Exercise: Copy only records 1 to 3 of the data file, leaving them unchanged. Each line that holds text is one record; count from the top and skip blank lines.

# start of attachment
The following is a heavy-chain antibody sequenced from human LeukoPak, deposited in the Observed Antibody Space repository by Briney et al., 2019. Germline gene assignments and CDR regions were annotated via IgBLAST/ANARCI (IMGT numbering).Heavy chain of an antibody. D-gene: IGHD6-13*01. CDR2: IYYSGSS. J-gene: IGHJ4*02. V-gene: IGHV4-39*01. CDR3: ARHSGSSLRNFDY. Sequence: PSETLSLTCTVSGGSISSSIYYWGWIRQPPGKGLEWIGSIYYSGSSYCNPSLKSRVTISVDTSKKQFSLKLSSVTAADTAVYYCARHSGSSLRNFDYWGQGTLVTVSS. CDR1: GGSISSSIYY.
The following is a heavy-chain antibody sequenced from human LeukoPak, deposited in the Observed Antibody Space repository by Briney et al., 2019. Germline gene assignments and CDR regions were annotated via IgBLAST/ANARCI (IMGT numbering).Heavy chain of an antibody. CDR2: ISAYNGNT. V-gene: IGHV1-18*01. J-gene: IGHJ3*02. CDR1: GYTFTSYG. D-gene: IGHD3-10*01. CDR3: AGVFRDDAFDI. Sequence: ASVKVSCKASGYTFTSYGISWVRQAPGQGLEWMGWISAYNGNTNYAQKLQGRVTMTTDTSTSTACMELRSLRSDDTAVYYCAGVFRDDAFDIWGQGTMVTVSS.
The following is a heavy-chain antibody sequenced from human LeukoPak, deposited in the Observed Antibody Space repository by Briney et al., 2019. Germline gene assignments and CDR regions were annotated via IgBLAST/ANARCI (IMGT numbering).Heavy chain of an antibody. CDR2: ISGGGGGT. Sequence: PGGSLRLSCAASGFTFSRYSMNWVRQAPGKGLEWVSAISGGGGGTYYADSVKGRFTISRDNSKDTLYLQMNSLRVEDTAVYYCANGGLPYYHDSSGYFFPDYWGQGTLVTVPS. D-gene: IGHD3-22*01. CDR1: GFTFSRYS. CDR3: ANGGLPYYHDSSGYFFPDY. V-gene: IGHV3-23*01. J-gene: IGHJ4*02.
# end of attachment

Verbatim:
The following is a heavy-chain antibody sequenced from human LeukoPak, deposited in the Observed Antibody Space repository by Briney et al., 2019. Germline gene assignments and CDR regions were annotated via IgBLAST/ANARCI (IMGT numbering).Heavy chain of an antibody. D-gene: IGHD6-13*01. CDR2: IYYSGSS. J-gene: IGHJ4*02. V-gene: IGHV4-39*01. CDR3: ARHSGSSLRNFDY. Sequence: PSETLSLTCTVSGGSISSSIYYWGWIRQPPGKGLEWIGSIYYSGSSYCNPSLKSRVTISVDTSKKQFSLKLSSVTAADTAVYYCARHSGSSLRNFDYWGQGTLVTVSS. CDR1: GGSISSSIYY.
The following is a heavy-chain antibody sequenced from human LeukoPak, deposited in the Observed Antibody Space repository by Briney et al., 2019. Germline gene assignments and CDR regions were annotated via IgBLAST/ANARCI (IMGT numbering).Heavy chain of an antibody. CDR2: ISAYNGNT. V-gene: IGHV1-18*01. J-gene: IGHJ3*02. CDR1: GYTFTSYG. D-gene: IGHD3-10*01. CDR3: AGVFRDDAFDI. Sequence: ASVKVSCKASGYTFTSYGISWVRQAPGQGLEWMGWISAYNGNTNYAQKLQGRVTMTTDTSTSTACMELRSLRSDDTAVYYCAGVFRDDAFDIWGQGTMVTVSS.
The following is a heavy-chain antibody sequenced from human LeukoPak, deposited in the Observed Antibody Space repository by Briney et al., 2019. Germline gene assignments and CDR regions were annotated via IgBLAST/ANARCI (IMGT numbering).Heavy chain of an antibody. CDR2: ISGGGGGT. Sequence: PGGSLRLSCAASGFTFSRYSMNWVRQAPGKGLEWVSAISGGGGGTYYADSVKGRFTISRDNSKDTLYLQMNSLRVEDTAVYYCANGGLPYYHDSSGYFFPDYWGQGTLVTVPS. D-gene: IGHD3-22*01. CDR1: GFTFSRYS. CDR3: ANGGLPYYHDSSGYFFPDY. V-gene: IGHV3-23*01. J-gene: IGHJ4*02.